Why I Never Liked GRRs
I started educating people on how to start their investment journey in 2013. I have since advised over 3,000 students on the needs to be careful and to shy away from any developments that offer guaranteed rental returns (GRR).
Why, you may ask? Well, the reason for this is that GRR is often used to sell over-priced properties. Most of the time, the price you are paying already includes "the guaranteed rental portion", and the story goes like this:
Imagine property X's fair value is RM400,000 but Developer B sells property X in a la-la-land location for RM800,000 instead.
Now, Developer B knows that if he sells it out rightly at RM800,000, no one would bat an eyelash at it because once potential buyers do their studies, they would realise that the market value for Property X is only RM400,000.
Therefore, GRR is used as an illusion to make us think that Property X is valued at RM800,000. How is that done? Developer B would introduce the buyers to a guaranteed rental return of 7% for 200 years.
Since it's hard to find properties that can breakeven, the idea of getting a 7% return on a property sounds damn good! Developer B would also guarantee that you, as a home owner, would not need to do anything but to sit back, relax and collect the fantastic cashflow. Sounds good, right?
By now, the number of buyers would have increased and these hungry investors are thinking of grabbing more units. Developer B takes that opportunity to say that there are only 3 units left and if you don't grab it, the politicians will sapu it for themselves. Of course, at this rate, the buyers will say "F U politician, these are all mine!â€
Life seems like a bed of roses for them signing their Sales and Purchase Agreement (SPA). They will then go on to say, "Take that Faizul. I don't need to attend any investment classes to get a 7% return and a positive cashflow. I'm an effing genius! I, too, can start teaching and sharing on my investment journey tomorrow.â€
It all looks promising for the first six months after Property X is completed. Happy buyers, happy life. But what comes after was beyond their expectation. Payment starts to become irregular, calls start pouring into the rental office and all Ms Admin can say is, "Sorry Sir, we will get your payment to you as soon as possible. We are waiting for our boss to sign the cheques.â€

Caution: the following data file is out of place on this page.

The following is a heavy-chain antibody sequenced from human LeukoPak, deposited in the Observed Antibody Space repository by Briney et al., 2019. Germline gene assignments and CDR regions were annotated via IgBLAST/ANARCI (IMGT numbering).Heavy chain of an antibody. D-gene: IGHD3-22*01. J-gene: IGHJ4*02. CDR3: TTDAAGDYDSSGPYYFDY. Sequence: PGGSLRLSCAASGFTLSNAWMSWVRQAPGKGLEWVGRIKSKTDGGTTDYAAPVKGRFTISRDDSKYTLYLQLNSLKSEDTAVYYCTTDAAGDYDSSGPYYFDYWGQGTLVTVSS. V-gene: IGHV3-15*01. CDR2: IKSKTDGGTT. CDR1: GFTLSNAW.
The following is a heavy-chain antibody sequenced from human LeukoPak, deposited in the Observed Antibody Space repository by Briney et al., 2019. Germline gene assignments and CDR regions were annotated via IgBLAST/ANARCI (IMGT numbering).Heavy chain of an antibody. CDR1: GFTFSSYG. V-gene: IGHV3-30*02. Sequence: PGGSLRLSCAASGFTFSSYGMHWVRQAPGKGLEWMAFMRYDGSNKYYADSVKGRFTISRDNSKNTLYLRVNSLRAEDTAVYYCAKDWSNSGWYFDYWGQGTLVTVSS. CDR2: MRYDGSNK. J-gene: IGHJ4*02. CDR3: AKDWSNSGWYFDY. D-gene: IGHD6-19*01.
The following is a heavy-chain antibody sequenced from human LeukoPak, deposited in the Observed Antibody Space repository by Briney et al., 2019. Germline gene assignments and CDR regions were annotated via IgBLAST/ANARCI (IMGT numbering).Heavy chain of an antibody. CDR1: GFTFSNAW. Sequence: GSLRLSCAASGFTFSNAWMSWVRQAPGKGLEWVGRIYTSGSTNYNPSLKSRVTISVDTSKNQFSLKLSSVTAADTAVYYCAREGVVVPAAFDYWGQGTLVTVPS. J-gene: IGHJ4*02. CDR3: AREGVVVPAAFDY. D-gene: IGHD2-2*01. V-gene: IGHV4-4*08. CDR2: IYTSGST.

After nine months of waiting, the only thing the buyers can do, is wait even more than they have already been waiting. There is still no sign of the guaranteed rental payment made to the buyers. Much to the buyers' surprise, Ms Admin has now resigned from her position due to constant nagging from the fuming buyers.
Lo and behold, the moment you have been dreading. Developer B, who has guaranteed your rental for 200 years, is forced into liquidation due to the lack of funds. The owners take back their units from Developer B and desperately tries to rent it out themselves to cover up what they've lost. Rental offers come in, at RM1,500 a month which is the market rate for the la-la-land location. But, the buyers' loans and maintenance fees are above RM4,000 a month. Shocker!
So instead of getting a positive cashflow, you now have to fork out an additional RM2,500 a month to let someone stay in your unit. You begin to question your choices and tell everyone you know that property investment is a scam, Faizul is no one to teach you about property investment and it's all the government's fault.
Well, the truth is, you just bought a white elephant that wears a lipstick. It was a doomed plan from Day 1, and you probably already know it too.
Guys, the only time you should consider GRR is when you are buying a property at fair market price and as a BONUS, it has GRR. That way, even if the GRR collapses, you can still rent out at a fair value instead of bleeding few thousands every month. Most GRRs ends up in failure â€“ just study any resort/holiday based properties in Sabah, Melaka, Port Dickson, to name a few.
I pity those who bet their retirement funds on GRRs based developments. They end up losing all their life savings.
So, the next time you see anything with GRR that sells way above the market values for similar completed properties nearby, please RFF (Run-Fast-Fast). I've been saying this to my students since 2013, and I hope you will benefit from this article.
Off the record, I'm predicting more of this will surface in the next 24 months. So don't be a victim of bad GRRs. Study the development well and make wise choices.
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